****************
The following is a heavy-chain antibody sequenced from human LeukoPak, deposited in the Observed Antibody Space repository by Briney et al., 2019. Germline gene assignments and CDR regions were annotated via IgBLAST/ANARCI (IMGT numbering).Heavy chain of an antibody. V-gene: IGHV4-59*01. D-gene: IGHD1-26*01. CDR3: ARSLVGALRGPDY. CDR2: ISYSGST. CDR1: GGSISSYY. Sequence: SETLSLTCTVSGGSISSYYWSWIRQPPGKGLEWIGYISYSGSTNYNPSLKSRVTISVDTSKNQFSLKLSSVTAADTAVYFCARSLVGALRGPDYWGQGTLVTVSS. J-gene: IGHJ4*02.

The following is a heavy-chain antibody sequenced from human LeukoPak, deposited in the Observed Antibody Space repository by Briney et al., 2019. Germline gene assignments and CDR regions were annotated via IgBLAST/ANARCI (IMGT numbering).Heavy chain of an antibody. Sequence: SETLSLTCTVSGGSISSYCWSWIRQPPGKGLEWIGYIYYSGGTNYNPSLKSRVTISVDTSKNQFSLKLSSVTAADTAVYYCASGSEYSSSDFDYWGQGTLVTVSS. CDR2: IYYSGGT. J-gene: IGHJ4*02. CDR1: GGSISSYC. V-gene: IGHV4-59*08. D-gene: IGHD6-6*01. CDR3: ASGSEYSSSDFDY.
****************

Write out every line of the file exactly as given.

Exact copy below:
The following is a heavy-chain antibody sequenced from human LeukoPak, deposited in the Observed Antibody Space repository by Briney et al., 2019. Germline gene assignments and CDR regions were annotated via IgBLAST/ANARCI (IMGT numbering).Heavy chain of an antibody. V-gene: IGHV4-59*01. D-gene: IGHD1-26*01. CDR3: ARSLVGALRGPDY. CDR2: ISYSGST. CDR1: GGSISSYY. Sequence: SETLSLTCTVSGGSISSYYWSWIRQPPGKGLEWIGYISYSGSTNYNPSLKSRVTISVDTSKNQFSLKLSSVTAADTAVYFCARSLVGALRGPDYWGQGTLVTVSS. J-gene: IGHJ4*02.

The following is a heavy-chain antibody sequenced from human LeukoPak, deposited in the Observed Antibody Space repository by Briney et al., 2019. Germline gene assignments and CDR regions were annotated via IgBLAST/ANARCI (IMGT numbering).Heavy chain of an antibody. Sequence: SETLSLTCTVSGGSISSYCWSWIRQPPGKGLEWIGYIYYSGGTNYNPSLKSRVTISVDTSKNQFSLKLSSVTAADTAVYYCASGSEYSSSDFDYWGQGTLVTVSS. CDR2: IYYSGGT. J-gene: IGHJ4*02. CDR1: GGSISSYC. V-gene: IGHV4-59*08. D-gene: IGHD6-6*01. CDR3: ASGSEYSSSDFDY.